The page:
Anthony Preuster, Samantha Croce, Julia Whary, Spiro Markos, Joe Ronga and Chuck Cataia show us all how it’s done in A CHRISTMAS SURVIVAL GUIDE, the ReVision Theatre production going up December 16-18 at the House of Jazz in Asbury town.
Yes, Virginia, there IS a ReVision Theatre Company — and they ARE putting on a show by the name of A Christmas Survival Guide.
Things, admittedly, were looking a Grinchly shade of grim for the Asbury-based stage troupe over the past several weeks — an interlude that saw the resignation of all three principal partners, the downsizing of its scheduled Xmastravaganza from the Paramount Theater, and the uncertainty surrounding the venue to which the production was relocated. It was enough to Krampus the style of the most devoted Xmas-Phile.
Call it a Christmas miracle if you will; chalk it up to good old “show must go on” gumption, but beginning Friday, December 16 and continuing for five performances through December 18, A Christmas Survival Guide makes its welcome debut on the subterranean stage of The House of Jazz on Lake Avenue — in a production that boasts the participation of several not-so-secret Santas.
For those keeping score at home, A Christmas Survival Guide is the hitherto unspecified “family fun holiday show” that was pencilled in for the Paramount proscenium — a tree-star capper to a 2011 season of highs (a sensational Spring Awakening) and largely weather-channeled lows and woes (an opening night washout for Xanadu; a lost Spring weekend on Hurricane Irene’s account).
An ambitious and extended ReVision slate of shows on the Asbury boardwalk (four at the Carousel House; bookended by two at the Paramount) thus presented a bleak financial picture for the company, and Alecia Brooks became the first of the partners to leave the fold following the October run of Little Shop of Horrors.
Speaking to upperWETside inside Antonino’s, the work-in-progress family-style Italian ristorante that she and husband Trip will be opening next year on Cookman Avenue, Brooks filled us in on the subsequent resignation of producing partner David Liedholdt (who has traditionally spent his off-seasons working in Philadelphia), as well as the sudden and unexpected departure from Asbury Park of fellow founder Thomas Morrissey.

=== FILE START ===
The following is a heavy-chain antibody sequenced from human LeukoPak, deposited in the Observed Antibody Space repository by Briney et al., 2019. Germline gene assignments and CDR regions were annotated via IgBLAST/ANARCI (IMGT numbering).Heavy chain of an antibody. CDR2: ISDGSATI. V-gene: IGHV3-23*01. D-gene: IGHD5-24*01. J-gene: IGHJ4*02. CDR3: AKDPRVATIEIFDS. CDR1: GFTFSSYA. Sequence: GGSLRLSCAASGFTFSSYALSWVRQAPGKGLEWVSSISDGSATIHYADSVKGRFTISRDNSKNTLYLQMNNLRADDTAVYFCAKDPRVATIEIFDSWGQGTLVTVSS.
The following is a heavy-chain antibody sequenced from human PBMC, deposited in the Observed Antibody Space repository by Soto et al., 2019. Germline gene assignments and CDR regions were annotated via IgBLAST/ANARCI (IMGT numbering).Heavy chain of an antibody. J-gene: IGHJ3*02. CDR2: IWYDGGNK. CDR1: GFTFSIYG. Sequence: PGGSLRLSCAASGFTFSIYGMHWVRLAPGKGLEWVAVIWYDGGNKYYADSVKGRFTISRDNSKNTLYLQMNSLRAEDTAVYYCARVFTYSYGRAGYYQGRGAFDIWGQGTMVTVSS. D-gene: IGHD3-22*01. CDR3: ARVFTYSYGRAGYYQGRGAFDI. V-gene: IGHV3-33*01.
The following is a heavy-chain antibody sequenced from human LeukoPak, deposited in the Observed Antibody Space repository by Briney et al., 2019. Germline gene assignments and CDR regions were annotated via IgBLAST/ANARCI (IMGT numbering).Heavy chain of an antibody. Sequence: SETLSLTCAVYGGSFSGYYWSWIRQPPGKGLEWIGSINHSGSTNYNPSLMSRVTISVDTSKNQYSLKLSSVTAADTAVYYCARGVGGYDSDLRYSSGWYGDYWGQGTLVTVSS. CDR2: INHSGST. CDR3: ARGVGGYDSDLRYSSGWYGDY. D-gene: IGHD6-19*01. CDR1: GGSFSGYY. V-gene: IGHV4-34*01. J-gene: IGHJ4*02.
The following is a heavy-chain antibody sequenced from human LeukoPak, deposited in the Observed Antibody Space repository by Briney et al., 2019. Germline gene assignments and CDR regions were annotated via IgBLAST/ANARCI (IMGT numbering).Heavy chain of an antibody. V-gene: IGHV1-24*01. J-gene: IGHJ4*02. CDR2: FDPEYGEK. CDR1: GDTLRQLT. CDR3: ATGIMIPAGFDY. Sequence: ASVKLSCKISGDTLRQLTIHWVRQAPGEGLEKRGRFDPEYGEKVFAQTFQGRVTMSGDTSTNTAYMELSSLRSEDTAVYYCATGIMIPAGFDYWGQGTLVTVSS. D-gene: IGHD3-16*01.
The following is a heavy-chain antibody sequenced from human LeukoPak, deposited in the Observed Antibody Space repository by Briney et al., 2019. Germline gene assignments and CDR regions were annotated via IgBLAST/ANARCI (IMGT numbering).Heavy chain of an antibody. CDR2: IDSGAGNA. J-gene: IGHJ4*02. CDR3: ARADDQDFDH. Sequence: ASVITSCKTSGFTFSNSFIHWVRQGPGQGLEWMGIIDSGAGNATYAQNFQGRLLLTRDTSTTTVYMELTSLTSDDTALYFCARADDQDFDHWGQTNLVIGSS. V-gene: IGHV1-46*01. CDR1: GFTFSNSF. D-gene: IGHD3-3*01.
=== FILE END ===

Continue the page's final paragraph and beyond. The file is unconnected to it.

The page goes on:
(The Brookses, by the way, have a hand in a whole lot of other very intriguing projects around town — and no, we’re sworn to secrecy and can’t furnish details as yet. And yes, we hate ourselves.)
That left Joe Guidetti as spokesman for the ReVision brand, and reached by phone the current president of the company’s board of directors assured us that the troupe is “committed to moving forward.”
“While it was a difficult year weather-wise and financially, we’d love to continue to have a presence on the beach and boardwalk,” Guidetti explained. “Next year will be our fifth season, and in the coming months we’re looking to do our winter Readings from Asbury Park series, with a concert fundraiser sometime in April or May.”
In the meantime, ReVision LIVES, inside the downtown Asbury office space (at Bangs and Bond) to which the company recently moved — and which, along with various private residences has served as rehearsal space for Survival, a “miniature Christmas spectacular” created by James Hindman and Ray Roderick (the team behind The Bikinis, the summertime saltwater-taffy girlgroup jukebox romp premiered by ReVision in 2010).
It all happens in the cabaret-style setting of what was known until recently as Chico’s House of Jazz — itself rebranded following the departure of partner and host Charles “Chico” Rouse Jr. (and surely a story in itself). Previously host venue for comedy events, film screenings and Black Box of Asbury Park theatrical offerings, the room (on the Lake Avenue side of the Shoppes in the Arcade) boasts fine sound and lighting, table seating, bar and kitchen — although we’ll miss those Porta-Potties.
UpperWETside stopped in at the ReVision offices to chat with one of the show’s two directors — Brett Colby, character tenor, comic actor, arts advocate/administrator and an experienced ReVisionary thanks to his Snuggie-swaddled stint as the Narrator in 2010’s Rocky Horror Show. He’s teamed here with veteran board prexy and sometime actor Bob Angelini, who many of you might know as the artistic director at Ocean Township High School — and still others might know as a detective with the Monmouth County Prosecutor’s Office.
Described by Colby as “a very intimate and charming revue,” Survival puts a locally based ensemble of singers and comic specialists — including Samantha Croce, Chuck Cutaia (the “Fucked Up Chuck” of vlog infamy), Spiro Markos, Anthony Preuster, Joe Ronga and Julia Whary — through a set of “hilarious renditions of familiar Christmas songs” that are performed with an irrreverent twist (a clamorous “Silver Bells” that would have made Spike Jones seek out a quiet corner) or as outright parody (“The Twelve Steps of Christmas”) that compares favorably to Forbidden Broadway.
With the aid and abetment of music director Andy Hertz, the fun is framed as chapters in a fictitious book penned (and peddled, for $39.95) by the show’s narrator, a self-help “expert” whose pertinent life lessons often devolve into numbers like “Santa Claus is Back in Town,” the naughty Elvis b-side performed by Markos in full Kingly regalia.
“Of course, what’s a ReVision show without a bit of interactivity and nudity?” adds Colby. “It’s not TOO dirty…it’s just clean enough to bring the kids along.”
The December 16 opener of A Christmas Survival Guide is close to sold out as we post this; tickets ($30 seated, $15 standing room, with student discounts available) should be still be available for the 2pm and 7pm shows on Saturday, December 17, as well as the 2pm and 5pm shows on Sunday, December 18. Reserve right here — and keep an eye on the upperWETside for updates as to the ever-evolving goings-on at ReVision Theatre AND the House of Jazz.